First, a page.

Orlando ABC scores Emmy win for set design from Z Space Creative

Last month, WFTV took home many honors during the annual Suncoast Regional Emmy Awards, including for its new set design from Z Space Creative.

The Suncoast Regional Emmy Awards looks at work from Florida, Puerto Rico, Louisiana and parts of Alabama, handing out awards in categories from best newscast to promos and creative design.

WFTV’s winning set design was a collaboration between the team at Z Space Creative and WFTV.

“Everything we did with the design was wrapped around the concept of making it easier for us to tell the stories and for viewers to better understand the stories we were telling,” said Matt Parcell, WFTV’s ND. “Our expansive studio set offers almost endless versatility for our newscasts and incredible interactivity.”

The end-result successfully combines design directives for expansiveness, flexibility and technology-driven functionality, with the aesthetic goals of a sophisticated broadcast studio design merged with inspiration drawn from architectural influences.

Z Space’s designers and co-owners, Glenn Anderson and Anthony Ferguson, achieved the feeling of size and openness with a layout that utilizes the entire perimeter of the 80×50-foot studio space, and locates each of the presentation venues as far in front of the outer set walls as possible, for maximum depth of field.

“Our vision was to create performance islands within a large broadcast environment with great depth“ said Glenn Anderson, “with functional collaborative capability connecting these performance areas.”

The design has a dynamic on-air team feel, with the customary toss shots from the anchor desk to the weather desk. It also adds interactivity in the weather center: providing internal relationship shots to team meteorologists at their weather workstations, as well as an additional weather presentation position at a large monitor array wall comprised of nine 55” monitors. Hidden behind this array is an enclosed recording studio, with sliding glass doors providing views into the weather center. The weather area accommodates nine positions for meteorologists, and a position for Traffic/Social Media.


A focal point of the look is the anchor area backdrop – a large two-story faux window comprised of an array of thirteen 80-inch LCD monitors. Architectural, window-like framing and a faux balcony complete the look.

This backdrop feature is mainly used for dynamic Orlando scenic views. But it also allows the background to be transformed for various looks – at different times of day for each show, or for breaking news or special reports such as election coverage or sports programming. The type of content can change also, with the option of using live video alone or mixing in graphical elements. Controlling the images is accomplished using a TVOne video Processor.
The impact and flexibility helps visually drive the stories to the viewers.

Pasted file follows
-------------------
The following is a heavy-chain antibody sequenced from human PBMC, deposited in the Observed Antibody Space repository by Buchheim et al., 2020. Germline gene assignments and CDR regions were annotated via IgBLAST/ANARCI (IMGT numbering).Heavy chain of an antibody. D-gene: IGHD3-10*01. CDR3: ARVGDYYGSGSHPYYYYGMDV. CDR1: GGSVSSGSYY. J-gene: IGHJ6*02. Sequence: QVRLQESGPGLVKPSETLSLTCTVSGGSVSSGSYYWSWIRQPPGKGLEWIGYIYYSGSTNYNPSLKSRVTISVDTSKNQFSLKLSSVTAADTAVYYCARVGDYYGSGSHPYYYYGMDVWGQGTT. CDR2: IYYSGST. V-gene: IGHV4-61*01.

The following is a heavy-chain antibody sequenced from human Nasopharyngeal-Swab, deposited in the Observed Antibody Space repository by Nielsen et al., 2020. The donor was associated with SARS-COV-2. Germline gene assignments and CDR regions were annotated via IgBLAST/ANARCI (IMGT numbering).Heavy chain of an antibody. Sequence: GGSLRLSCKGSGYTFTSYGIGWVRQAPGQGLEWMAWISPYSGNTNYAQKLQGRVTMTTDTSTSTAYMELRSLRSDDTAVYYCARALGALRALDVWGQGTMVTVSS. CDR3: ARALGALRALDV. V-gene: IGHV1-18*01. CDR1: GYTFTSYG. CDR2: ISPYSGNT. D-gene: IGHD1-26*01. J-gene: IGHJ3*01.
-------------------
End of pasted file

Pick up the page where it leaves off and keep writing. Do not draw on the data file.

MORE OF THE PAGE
LED video curtains and RGB lighting enable the whole set to transform. The 50mm LED video curtains installed the set backgrounds, are used to display branded motion graphics, for example in the stand-up area and weather center. Approximately a half mile of RGB LED accent ribbon lighting is wired through various lightboxes and balcony facades to create color-changing opportunities.

“The RGB accent lighting, which is controlled via DMX on the light board, gives the station capability for multiple looks,” explains Anthony Ferguson, co-owner of Z Space Creative. “This approach” continues Ferguson “makes the set visually flexible. The directors can choose from many pre-programmed color combinations for breaking news or special events.”

In addition to the faux window monitor array in the anchor area and the large array in the weather area, video elements are used extensively throughout the set. The anchor desk features a unique video element of three Christie MicroTiles that form a video band along the front of the desk face. A distinctive presentation area features a triple monitor stand, with LCD monitors on swivel mounts, allowing screens to be positioned side-by-side in a landscape orientation creating a ribbon on a slight curve – or rotated to portrait orientation and spaced apart for a walk and talk type format.

“They made a complicated process simple for us, while they met and exceeded all our criteria right off the bat,” said Matt Parcell.

The design achieves WFTV’s goals, including the interaction of the anchors with the weather team, and the functionality created by the additional smaller studio outside the main studio, as well as the studio-within-the-studio that is mainly used for social media 24/7.

“We accomplished our mission: to add depth and detail to all the stories,” states Parcell. “The set design has made our newscasts better – not just because they look better – but the set has enhanced the quality of the journalism.” Viewers love the innovative look and especially the new interactivity of WFTV’s newscasts.